Finding compensation for job and school

Foresighted planning, priority setting, and communication with professors, employer, and family is sometimes not enough to find the right balance between job, school, and private life. Collisions could emerge insofar that students miss deadlines or cannot fulfill their private obligations. Such situations can cause enormous stress and students, who study part-time, have to fight against this stress especially at the beginning of their studies. “Stress management plays a meaningful role in regard to studying part-time”, says Martina Beermann. In order to reduce stress from early on, there are countless possibilities, for example different kinds of sports or meditation. “I like to play basketball during my leisure time or I try to find time to read a good book.” Finding compensation for job and school is important in order to relax and have a rest”, says MBA part-time student Sven Prager. “Handling stress is a very individual issue. Every student, who studies part-time, should figure out the methods he can integrate best in his everyday life as early as possible”, recommends psychologist Beermann.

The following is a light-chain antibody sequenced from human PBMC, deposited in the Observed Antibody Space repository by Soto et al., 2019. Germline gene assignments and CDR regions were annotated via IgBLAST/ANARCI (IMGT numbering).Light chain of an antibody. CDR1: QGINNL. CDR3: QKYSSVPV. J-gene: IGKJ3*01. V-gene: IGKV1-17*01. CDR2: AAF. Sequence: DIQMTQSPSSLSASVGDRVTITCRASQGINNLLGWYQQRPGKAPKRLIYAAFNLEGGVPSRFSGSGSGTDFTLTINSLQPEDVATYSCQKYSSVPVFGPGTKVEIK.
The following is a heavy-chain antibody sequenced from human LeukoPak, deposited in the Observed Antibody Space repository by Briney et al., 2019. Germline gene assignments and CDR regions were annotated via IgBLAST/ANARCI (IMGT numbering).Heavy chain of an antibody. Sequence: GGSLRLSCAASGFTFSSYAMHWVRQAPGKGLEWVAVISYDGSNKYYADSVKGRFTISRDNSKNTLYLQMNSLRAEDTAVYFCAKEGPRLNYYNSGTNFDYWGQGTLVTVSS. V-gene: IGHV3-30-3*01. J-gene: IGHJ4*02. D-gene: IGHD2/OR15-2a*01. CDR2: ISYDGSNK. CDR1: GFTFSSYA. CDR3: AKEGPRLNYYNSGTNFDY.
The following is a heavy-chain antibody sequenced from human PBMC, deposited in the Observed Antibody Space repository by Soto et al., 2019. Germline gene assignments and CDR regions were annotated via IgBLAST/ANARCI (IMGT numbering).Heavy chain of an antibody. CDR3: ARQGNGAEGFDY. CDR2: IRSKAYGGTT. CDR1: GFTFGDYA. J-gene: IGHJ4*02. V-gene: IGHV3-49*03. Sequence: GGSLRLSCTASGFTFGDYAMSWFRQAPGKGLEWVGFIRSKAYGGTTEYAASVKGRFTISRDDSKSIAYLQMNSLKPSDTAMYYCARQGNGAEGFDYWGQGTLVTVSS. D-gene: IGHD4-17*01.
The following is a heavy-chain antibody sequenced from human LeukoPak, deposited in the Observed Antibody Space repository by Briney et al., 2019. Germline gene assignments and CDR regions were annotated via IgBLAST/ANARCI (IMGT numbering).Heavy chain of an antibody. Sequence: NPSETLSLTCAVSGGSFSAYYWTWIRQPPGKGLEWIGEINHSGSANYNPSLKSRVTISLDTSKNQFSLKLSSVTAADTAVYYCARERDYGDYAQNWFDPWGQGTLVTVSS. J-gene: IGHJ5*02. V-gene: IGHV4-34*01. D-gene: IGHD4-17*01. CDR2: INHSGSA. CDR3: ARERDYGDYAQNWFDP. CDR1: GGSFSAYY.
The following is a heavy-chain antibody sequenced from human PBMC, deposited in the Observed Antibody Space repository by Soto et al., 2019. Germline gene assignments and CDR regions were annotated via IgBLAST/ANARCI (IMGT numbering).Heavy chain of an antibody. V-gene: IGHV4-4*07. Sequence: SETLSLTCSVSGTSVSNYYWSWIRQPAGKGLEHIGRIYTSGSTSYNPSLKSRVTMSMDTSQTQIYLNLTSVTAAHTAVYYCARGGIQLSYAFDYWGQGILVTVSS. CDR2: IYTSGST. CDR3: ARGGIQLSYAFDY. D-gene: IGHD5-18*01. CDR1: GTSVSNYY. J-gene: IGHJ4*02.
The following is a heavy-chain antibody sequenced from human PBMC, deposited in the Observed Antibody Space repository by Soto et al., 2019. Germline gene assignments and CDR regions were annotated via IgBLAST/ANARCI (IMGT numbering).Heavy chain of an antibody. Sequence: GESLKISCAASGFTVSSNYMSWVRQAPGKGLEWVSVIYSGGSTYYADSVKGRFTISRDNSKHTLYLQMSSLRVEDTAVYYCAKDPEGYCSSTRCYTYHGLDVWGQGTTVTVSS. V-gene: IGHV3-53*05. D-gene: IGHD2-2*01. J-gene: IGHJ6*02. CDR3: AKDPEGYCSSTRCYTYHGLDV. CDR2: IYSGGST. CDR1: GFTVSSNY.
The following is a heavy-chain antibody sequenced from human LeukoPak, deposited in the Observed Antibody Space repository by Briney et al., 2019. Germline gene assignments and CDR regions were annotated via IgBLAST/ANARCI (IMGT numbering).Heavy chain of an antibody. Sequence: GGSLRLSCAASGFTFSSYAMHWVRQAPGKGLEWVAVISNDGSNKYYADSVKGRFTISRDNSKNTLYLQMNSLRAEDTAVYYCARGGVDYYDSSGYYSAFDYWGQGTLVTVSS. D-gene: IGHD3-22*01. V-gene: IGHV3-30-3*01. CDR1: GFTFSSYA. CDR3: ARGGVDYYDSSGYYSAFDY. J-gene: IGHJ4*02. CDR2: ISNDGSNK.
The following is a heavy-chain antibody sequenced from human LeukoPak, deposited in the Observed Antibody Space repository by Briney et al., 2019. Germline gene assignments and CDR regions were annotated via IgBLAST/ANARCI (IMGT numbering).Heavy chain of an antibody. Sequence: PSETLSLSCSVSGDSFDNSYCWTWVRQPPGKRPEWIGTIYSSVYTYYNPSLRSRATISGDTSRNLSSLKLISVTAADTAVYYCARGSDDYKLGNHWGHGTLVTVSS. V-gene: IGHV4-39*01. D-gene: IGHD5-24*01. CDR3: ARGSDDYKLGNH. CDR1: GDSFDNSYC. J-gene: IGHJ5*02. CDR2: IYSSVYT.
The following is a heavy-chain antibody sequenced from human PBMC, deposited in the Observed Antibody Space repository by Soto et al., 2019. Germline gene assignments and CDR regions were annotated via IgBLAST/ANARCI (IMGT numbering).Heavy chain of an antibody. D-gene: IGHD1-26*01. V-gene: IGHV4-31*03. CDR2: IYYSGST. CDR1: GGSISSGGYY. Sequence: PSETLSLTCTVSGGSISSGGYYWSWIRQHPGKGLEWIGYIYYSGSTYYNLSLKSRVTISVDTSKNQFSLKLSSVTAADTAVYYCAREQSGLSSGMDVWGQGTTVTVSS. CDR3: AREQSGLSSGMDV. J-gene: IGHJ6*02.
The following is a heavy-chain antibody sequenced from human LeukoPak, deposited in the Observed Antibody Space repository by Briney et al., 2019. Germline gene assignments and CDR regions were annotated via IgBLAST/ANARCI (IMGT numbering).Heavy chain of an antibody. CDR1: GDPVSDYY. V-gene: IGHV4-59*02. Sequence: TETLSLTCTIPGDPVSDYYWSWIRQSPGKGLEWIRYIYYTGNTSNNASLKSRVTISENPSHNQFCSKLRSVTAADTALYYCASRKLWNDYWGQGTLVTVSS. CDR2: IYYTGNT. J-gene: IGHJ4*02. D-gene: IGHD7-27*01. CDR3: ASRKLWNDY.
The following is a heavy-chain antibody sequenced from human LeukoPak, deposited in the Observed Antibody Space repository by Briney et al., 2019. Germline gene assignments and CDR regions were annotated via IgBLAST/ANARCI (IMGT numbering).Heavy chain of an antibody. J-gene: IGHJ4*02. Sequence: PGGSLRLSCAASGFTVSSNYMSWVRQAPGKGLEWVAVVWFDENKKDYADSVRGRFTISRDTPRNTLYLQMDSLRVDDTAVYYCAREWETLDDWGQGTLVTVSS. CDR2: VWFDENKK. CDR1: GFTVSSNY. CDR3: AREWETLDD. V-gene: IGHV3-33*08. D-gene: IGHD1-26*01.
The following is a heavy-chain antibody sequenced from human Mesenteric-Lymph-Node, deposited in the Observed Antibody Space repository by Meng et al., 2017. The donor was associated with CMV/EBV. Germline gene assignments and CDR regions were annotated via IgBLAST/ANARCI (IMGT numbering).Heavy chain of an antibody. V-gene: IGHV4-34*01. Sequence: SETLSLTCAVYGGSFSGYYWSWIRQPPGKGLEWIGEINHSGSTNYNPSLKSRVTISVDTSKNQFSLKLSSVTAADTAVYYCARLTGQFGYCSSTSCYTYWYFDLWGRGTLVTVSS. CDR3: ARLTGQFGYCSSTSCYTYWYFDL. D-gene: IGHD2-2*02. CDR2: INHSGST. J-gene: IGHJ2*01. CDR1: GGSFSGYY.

No fear of the future

Stress and time management also mean that part-time students should start thinking about the time after graduating early. “This can reduce stress enormously”, says Beermann. “For example, students can try to visualize their future at the beginning of their studies. After a few months, students can go back to this visualization and they notice which goals they have already reached”, suggests Beermann. Oftentimes, students are not aware of their reached goals and methods, like the visualization of the own future, can reduce pressure that part-time students are confronted with because of job, school, and family. Besides individual strategies to plan the future, HHL also offers different consultation possibilities at the Career Center in regard to the time after graduating.

Tips for everyday life

Techniques to manage stress can be easily integrated in the everyday life of a part-time student. “There are often days when we come home in the evening and think that everything has gone wrong on this day”, says Martina Beermann. “Sometimes it helps to think concretely of short moments of luck or success. At the end of the day, people realize that the day was not that bad actually and sometimes a short talk with colleagues or a nice breakfast can lift the mood”, recommends Beermann. Short meditation phases at the beginning or end of each day can also help to start off well or end the day in a balanced way.


6-point plan to find the right balance between job, school, and family

• Foresighted planning
• Priority setting
• Constant communication (with employer, professors, and family)
• Finding compensation through sports, meditation, etc.
• Early career planning
• Visualization of the future